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Please note that Mommsen uses the AUC chronology (Ab Urbe Condita), i.e. from the founding of the City of Rome. You can use this reference table to have the B.C. dates


IV. The Revolution

From: The History of Rome, by Theodor Mommsen
Translated with the sanction of the author by William Purdie Dickson

The History of Old Rome

Chapter IX - Cinna and Sulla


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Page 36

To him also, before beginning battle, he made fresh proposals for peace; apparently in good earnest. Scipio, weak as he was, entered into them; an armistice was concluded; between Cales and Teanum the two generals, both members of the same noble -gens-, both men of culture and refinement and for many years colleagues in the senate, met in personal conference; they entered upon the several questions; they had already made such progress, that Scipio despatched a messenger to Capua to procure the opinion of his colleague. Meanwhile the soldiers of the two camps mingled; the Sullans, copiously furnished with money by their general, had no great difficulty in persuading the recruits--not too eager for warfare--over their cups that it was better to have them as comrades than as foes; in vain Sertorius warned the general to put a stop to this dangerous intercourse.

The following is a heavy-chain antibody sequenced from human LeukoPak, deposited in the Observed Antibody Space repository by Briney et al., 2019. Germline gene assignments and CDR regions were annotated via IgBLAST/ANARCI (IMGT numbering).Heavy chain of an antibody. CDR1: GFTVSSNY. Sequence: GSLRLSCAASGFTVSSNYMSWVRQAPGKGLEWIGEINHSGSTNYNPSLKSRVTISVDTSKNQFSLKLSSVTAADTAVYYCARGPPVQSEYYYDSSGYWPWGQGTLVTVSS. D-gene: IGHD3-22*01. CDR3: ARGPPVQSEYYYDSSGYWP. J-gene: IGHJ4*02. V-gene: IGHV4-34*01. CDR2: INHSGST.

The agreement, which had seemed so near, was not effected; it was Scipio who denounced the armistice. But Sulla maintained that it was too late and that the agreement had been already concluded; whereupon Scipio's soldiers, under the pretext that their general had wrongfully denounced the armistice, passed over en masse to the ranks of the enemy. The scene closed with an universal embracing, at which the commanding officers of the revolutionary army had to look on. Sulla gave orders that the consul should be summoned to resign his office--which he did--and should along with his staff be escorted by his cavalry to whatever point they desired; but Scipio was hardly set at liberty when he resumed the insignia of his dignity and began afresh to collect troops, without however executing anything further of moment. Sulla and Metellus took up winter-quarters in Campania and, after the failure of a second attempt to come to terms with Norbanus, maintained the blockade of Capua during the winter.

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